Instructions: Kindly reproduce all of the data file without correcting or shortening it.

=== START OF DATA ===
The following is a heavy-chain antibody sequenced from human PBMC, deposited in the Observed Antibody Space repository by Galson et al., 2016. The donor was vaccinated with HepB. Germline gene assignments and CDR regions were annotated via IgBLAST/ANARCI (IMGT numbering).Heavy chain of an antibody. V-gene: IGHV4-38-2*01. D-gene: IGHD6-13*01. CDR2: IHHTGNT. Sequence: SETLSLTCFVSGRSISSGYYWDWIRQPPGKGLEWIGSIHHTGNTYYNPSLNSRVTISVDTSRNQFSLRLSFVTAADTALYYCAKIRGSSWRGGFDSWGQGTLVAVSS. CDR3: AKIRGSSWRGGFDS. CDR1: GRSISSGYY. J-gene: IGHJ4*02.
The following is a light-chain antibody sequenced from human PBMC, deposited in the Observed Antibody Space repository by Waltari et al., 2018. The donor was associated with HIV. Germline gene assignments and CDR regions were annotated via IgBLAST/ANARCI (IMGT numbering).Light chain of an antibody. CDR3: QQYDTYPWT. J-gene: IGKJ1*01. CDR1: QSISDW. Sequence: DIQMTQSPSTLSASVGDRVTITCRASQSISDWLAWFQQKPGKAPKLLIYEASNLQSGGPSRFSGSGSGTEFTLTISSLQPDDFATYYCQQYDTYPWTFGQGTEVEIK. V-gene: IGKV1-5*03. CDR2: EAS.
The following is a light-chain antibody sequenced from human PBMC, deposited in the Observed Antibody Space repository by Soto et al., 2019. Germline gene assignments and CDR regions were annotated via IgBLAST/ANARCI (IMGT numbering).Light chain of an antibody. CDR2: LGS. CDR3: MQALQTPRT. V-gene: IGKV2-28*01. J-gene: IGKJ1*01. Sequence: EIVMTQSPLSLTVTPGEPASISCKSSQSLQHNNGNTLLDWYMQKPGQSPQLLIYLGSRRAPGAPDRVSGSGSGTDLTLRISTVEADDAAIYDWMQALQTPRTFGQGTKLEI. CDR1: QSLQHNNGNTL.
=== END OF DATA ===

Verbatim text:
The following is a heavy-chain antibody sequenced from human PBMC, deposited in the Observed Antibody Space repository by Galson et al., 2016. The donor was vaccinated with HepB. Germline gene assignments and CDR regions were annotated via IgBLAST/ANARCI (IMGT numbering).Heavy chain of an antibody. V-gene: IGHV4-38-2*01. D-gene: IGHD6-13*01. CDR2: IHHTGNT. Sequence: SETLSLTCFVSGRSISSGYYWDWIRQPPGKGLEWIGSIHHTGNTYYNPSLNSRVTISVDTSRNQFSLRLSFVTAADTALYYCAKIRGSSWRGGFDSWGQGTLVAVSS. CDR3: AKIRGSSWRGGFDS. CDR1: GRSISSGYY. J-gene: IGHJ4*02.
The following is a light-chain antibody sequenced from human PBMC, deposited in the Observed Antibody Space repository by Waltari et al., 2018. The donor was associated with HIV. Germline gene assignments and CDR regions were annotated via IgBLAST/ANARCI (IMGT numbering).Light chain of an antibody. CDR3: QQYDTYPWT. J-gene: IGKJ1*01. CDR1: QSISDW. Sequence: DIQMTQSPSTLSASVGDRVTITCRASQSISDWLAWFQQKPGKAPKLLIYEASNLQSGGPSRFSGSGSGTEFTLTISSLQPDDFATYYCQQYDTYPWTFGQGTEVEIK. V-gene: IGKV1-5*03. CDR2: EAS.
The following is a light-chain antibody sequenced from human PBMC, deposited in the Observed Antibody Space repository by Soto et al., 2019. Germline gene assignments and CDR regions were annotated via IgBLAST/ANARCI (IMGT numbering).Light chain of an antibody. CDR2: LGS. CDR3: MQALQTPRT. V-gene: IGKV2-28*01. J-gene: IGKJ1*01. Sequence: EIVMTQSPLSLTVTPGEPASISCKSSQSLQHNNGNTLLDWYMQKPGQSPQLLIYLGSRRAPGAPDRVSGSGSGTDLTLRISTVEADDAAIYDWMQALQTPRTFGQGTKLEI. CDR1: QSLQHNNGNTL.